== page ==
One of the problems that emerges when U.S. officials and the news media are focused on a small number of foreign-policy issues is that troubling developments can occur below the radar in other areas. That appears to be happening in the Balkans, a region that was a foreign-policy priority of the Western powers in the 1990s, but which has faded to near invisibility in recent years. While American policymakers and opinion leaders obsess about the Middle East, North Korea and every minutia concerning President Trump and his alleged Russia connections, tensions in the Balkans are simmering and threaten to reach a boil.
The latest worrisome development is the victory of the most hardline factions in Kosovo’s just-completed national elections. An alliance that Kosovo’s media have dubbed the “war wing,” emerged as the largest bloc in parliament, garnering 34 percent of the vote. The principal leaders of that faction, headed by the Democratic Party of Kosovo, are President Hashim Thaci, and another former leader of the infamous Kosovo Liberation Army, Ramush Haradinaj, who is likely to become prime minister. European Union and UN investigators have accused both men of numerous war crimes during Kosovo’s war of secession from Serbia in the late 1990s.
The surge of strength for rabid nationalism was further enhanced by the surprisingly strong showing of the leftist Movement for Self-Determination, which drew 27 percent of the vote. The more moderate, current governing coalition, led by the Democratic League of Kosovo, came in third with barely 25 percent. The movement is even more radical than Thaci’s faction. Members have repeatedly disrupted parliament with fights and tear gas to block conciliatory legislation regarding either Montenegro or Serbia. On one occasion movement thugs even threw firebombs during demonstrations outside the parliament building.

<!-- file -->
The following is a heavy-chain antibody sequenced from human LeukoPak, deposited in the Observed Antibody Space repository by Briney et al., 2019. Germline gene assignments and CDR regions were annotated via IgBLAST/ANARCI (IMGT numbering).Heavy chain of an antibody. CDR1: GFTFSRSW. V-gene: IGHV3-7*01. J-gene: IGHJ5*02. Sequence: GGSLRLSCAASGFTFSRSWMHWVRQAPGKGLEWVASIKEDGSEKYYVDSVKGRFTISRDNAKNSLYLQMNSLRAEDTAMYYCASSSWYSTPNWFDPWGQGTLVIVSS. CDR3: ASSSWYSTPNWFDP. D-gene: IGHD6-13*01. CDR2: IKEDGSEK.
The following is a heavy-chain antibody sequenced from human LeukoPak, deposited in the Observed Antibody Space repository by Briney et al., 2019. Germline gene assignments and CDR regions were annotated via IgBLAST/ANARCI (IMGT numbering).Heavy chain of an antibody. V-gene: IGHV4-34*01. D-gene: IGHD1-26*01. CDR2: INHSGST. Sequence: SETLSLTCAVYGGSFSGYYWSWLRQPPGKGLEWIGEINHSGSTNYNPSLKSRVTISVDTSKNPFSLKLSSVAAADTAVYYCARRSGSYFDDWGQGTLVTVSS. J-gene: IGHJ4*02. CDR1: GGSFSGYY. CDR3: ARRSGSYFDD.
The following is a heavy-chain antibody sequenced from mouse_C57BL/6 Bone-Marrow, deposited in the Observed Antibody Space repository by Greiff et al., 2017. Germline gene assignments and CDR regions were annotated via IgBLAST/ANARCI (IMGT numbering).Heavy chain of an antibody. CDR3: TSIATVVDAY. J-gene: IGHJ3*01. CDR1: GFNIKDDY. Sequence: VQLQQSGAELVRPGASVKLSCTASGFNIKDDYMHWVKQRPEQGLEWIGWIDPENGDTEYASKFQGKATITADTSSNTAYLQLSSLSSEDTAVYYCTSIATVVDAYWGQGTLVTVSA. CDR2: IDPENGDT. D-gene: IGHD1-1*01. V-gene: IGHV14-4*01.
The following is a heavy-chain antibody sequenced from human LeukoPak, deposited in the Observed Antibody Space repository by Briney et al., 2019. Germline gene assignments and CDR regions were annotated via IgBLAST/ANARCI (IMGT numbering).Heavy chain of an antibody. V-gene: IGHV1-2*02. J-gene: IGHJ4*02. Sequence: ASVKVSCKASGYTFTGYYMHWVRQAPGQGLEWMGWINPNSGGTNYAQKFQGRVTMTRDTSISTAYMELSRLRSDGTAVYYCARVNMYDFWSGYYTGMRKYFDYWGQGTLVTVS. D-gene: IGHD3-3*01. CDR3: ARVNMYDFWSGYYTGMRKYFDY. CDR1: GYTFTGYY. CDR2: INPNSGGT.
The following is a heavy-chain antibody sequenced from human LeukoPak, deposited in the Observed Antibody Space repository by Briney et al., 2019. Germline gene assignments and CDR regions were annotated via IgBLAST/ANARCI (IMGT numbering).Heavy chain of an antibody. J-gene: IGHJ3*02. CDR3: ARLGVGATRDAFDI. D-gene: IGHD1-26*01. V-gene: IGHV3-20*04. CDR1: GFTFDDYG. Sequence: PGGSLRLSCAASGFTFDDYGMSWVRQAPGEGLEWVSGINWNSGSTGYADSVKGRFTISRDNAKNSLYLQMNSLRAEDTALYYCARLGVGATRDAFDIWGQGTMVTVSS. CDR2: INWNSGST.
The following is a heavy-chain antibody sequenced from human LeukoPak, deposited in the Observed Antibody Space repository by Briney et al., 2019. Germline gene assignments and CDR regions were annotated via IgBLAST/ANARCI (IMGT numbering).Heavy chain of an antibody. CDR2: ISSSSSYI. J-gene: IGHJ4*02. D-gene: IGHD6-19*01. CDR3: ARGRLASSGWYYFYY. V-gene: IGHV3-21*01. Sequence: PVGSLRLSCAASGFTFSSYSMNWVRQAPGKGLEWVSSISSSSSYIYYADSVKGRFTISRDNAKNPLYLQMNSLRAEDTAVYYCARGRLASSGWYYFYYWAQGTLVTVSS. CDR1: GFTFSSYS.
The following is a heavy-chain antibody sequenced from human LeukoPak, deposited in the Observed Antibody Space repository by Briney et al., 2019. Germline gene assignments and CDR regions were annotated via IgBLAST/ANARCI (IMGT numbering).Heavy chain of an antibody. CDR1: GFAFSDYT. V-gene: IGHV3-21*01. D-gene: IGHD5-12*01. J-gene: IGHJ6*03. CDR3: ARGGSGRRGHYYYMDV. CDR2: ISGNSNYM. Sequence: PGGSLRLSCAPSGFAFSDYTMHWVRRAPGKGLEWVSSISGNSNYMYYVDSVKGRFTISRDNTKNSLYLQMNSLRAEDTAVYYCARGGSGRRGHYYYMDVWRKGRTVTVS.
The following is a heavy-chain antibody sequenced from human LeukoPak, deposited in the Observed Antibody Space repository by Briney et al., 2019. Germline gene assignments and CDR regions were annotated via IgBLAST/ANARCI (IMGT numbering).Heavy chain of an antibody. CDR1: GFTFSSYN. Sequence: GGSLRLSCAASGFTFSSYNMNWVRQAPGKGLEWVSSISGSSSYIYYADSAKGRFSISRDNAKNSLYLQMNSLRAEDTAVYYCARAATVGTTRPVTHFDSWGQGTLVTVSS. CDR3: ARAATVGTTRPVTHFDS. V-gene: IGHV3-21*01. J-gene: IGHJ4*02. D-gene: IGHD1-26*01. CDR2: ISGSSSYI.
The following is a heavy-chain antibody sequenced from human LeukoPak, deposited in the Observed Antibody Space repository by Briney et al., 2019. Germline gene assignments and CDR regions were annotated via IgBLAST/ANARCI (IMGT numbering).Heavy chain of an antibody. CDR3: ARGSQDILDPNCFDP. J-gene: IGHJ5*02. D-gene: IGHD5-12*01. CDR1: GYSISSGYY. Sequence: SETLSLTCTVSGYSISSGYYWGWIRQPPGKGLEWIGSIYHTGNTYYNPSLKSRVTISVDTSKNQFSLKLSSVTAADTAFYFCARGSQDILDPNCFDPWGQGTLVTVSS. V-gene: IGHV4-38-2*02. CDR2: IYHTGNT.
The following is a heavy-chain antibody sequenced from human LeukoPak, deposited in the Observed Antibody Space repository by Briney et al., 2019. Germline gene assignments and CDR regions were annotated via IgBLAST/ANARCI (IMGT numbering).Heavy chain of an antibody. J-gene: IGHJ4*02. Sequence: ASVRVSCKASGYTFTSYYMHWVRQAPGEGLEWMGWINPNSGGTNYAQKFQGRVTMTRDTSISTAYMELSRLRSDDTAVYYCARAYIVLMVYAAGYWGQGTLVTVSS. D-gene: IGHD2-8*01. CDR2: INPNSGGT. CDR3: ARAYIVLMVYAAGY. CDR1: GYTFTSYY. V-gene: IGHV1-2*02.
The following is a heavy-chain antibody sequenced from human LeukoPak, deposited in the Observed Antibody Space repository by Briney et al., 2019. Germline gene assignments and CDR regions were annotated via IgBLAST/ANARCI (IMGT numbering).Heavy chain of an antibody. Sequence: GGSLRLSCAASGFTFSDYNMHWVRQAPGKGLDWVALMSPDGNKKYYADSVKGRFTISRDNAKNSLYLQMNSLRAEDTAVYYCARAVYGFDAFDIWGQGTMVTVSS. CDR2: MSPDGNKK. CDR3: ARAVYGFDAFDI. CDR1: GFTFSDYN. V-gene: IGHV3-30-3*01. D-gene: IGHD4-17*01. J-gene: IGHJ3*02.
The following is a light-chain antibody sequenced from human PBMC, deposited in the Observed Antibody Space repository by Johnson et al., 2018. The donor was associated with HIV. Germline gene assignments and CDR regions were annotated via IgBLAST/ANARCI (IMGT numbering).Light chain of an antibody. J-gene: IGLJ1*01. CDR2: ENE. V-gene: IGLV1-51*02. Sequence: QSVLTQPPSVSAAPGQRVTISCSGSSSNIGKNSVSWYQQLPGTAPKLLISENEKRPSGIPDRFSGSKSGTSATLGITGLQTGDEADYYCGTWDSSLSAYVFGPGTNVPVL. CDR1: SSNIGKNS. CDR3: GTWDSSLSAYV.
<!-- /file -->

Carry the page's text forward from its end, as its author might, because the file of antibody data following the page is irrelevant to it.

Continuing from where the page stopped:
Not only are Thaci’s war wing and the Movement for Self-Determination committed to a hostile, uncompromising stance toward the remaining Serb minority in the north of Kosovo, those radicals have also obstructed the conclusion of a border agreement with Montenegro, and they lay claim to major chunks of territory in that country as well as Serbia and Macedonia. Indeed, many of them are determined to have Kosovo merge with Albania, and add the other territorial claims to create a “Greater Albania.” That is not a new objective for Kosovar hardliners. Almost immediately following NATO’s severing of Kosovo from Serbia following the seventy-eight-day air war in 1999, Greater Albania advocates stirred up secessionist sentiments in majority Albanian areas of Macedonia. The resulting turmoil reached crisis levels in 2001 and 2002 and has flared repeatedly since then, reaching alarming levels again this year.
Neighboring countries are increasingly uneasy about the growing militancy in both Kosovo and Albania. Earlier this year, the Serbian government warned that any Albanian move to annex or merge with Kosovo could well lead to war. Belgrade was responding to a threat from Albanian Prime Minister Edi Rama to pursue annexation if the European Union did not approve Albania’s membership application. Serbian officials also pressed both NATO and the EU to rule out any toleration for the creation of a Greater Albania.